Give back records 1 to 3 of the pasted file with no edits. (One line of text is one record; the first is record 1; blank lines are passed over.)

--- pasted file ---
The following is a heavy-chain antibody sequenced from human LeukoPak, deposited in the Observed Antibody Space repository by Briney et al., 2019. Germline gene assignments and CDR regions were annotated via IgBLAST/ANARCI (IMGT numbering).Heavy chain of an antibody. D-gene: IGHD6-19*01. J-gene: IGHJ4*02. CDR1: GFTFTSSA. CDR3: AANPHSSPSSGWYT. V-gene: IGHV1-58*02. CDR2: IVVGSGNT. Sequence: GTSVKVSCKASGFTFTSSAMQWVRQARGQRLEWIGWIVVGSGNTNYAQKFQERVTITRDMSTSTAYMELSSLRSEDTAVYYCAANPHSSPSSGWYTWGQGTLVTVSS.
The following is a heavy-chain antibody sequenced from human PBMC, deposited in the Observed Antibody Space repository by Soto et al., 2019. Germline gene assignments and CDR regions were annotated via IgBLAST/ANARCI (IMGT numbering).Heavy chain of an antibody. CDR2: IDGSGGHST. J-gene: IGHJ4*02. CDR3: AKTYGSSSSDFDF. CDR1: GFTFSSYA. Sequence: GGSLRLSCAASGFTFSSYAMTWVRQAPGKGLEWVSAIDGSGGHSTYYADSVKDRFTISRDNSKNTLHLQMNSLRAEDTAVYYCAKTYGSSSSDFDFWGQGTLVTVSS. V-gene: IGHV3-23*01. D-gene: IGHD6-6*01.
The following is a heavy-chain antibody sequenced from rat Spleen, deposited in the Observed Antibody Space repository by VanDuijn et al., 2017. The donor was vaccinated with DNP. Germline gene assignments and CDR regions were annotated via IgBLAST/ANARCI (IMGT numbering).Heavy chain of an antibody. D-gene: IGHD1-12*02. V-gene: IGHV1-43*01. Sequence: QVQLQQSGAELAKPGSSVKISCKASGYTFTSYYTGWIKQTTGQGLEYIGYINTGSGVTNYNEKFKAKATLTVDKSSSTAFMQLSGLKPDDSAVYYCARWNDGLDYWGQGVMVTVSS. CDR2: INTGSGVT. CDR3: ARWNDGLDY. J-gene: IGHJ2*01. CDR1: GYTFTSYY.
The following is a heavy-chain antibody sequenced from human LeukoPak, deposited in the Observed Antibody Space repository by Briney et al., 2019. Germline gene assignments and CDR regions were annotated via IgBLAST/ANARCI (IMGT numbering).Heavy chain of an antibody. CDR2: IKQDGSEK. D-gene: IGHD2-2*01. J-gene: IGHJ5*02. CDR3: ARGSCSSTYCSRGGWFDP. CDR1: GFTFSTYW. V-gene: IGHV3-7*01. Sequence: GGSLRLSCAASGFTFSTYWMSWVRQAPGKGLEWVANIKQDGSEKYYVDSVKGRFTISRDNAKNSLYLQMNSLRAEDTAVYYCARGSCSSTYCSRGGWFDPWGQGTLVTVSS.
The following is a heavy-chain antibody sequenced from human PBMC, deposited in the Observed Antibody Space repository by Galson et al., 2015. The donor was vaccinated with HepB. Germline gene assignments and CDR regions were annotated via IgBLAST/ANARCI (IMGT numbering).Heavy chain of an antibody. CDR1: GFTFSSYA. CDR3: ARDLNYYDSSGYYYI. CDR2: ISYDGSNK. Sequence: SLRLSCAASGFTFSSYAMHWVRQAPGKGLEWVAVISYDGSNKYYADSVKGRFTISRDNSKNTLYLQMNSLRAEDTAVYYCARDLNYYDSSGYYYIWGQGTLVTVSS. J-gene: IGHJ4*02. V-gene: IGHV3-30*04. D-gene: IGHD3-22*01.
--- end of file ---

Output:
The following is a heavy-chain antibody sequenced from human LeukoPak, deposited in the Observed Antibody Space repository by Briney et al., 2019. Germline gene assignments and CDR regions were annotated via IgBLAST/ANARCI (IMGT numbering).Heavy chain of an antibody. D-gene: IGHD6-19*01. J-gene: IGHJ4*02. CDR1: GFTFTSSA. CDR3: AANPHSSPSSGWYT. V-gene: IGHV1-58*02. CDR2: IVVGSGNT. Sequence: GTSVKVSCKASGFTFTSSAMQWVRQARGQRLEWIGWIVVGSGNTNYAQKFQERVTITRDMSTSTAYMELSSLRSEDTAVYYCAANPHSSPSSGWYTWGQGTLVTVSS.
The following is a heavy-chain antibody sequenced from human PBMC, deposited in the Observed Antibody Space repository by Soto et al., 2019. Germline gene assignments and CDR regions were annotated via IgBLAST/ANARCI (IMGT numbering).Heavy chain of an antibody. CDR2: IDGSGGHST. J-gene: IGHJ4*02. CDR3: AKTYGSSSSDFDF. CDR1: GFTFSSYA. Sequence: GGSLRLSCAASGFTFSSYAMTWVRQAPGKGLEWVSAIDGSGGHSTYYADSVKDRFTISRDNSKNTLHLQMNSLRAEDTAVYYCAKTYGSSSSDFDFWGQGTLVTVSS. V-gene: IGHV3-23*01. D-gene: IGHD6-6*01.
The following is a heavy-chain antibody sequenced from rat Spleen, deposited in the Observed Antibody Space repository by VanDuijn et al., 2017. The donor was vaccinated with DNP. Germline gene assignments and CDR regions were annotated via IgBLAST/ANARCI (IMGT numbering).Heavy chain of an antibody. D-gene: IGHD1-12*02. V-gene: IGHV1-43*01. Sequence: QVQLQQSGAELAKPGSSVKISCKASGYTFTSYYTGWIKQTTGQGLEYIGYINTGSGVTNYNEKFKAKATLTVDKSSSTAFMQLSGLKPDDSAVYYCARWNDGLDYWGQGVMVTVSS. CDR2: INTGSGVT. CDR3: ARWNDGLDY. J-gene: IGHJ2*01. CDR1: GYTFTSYY.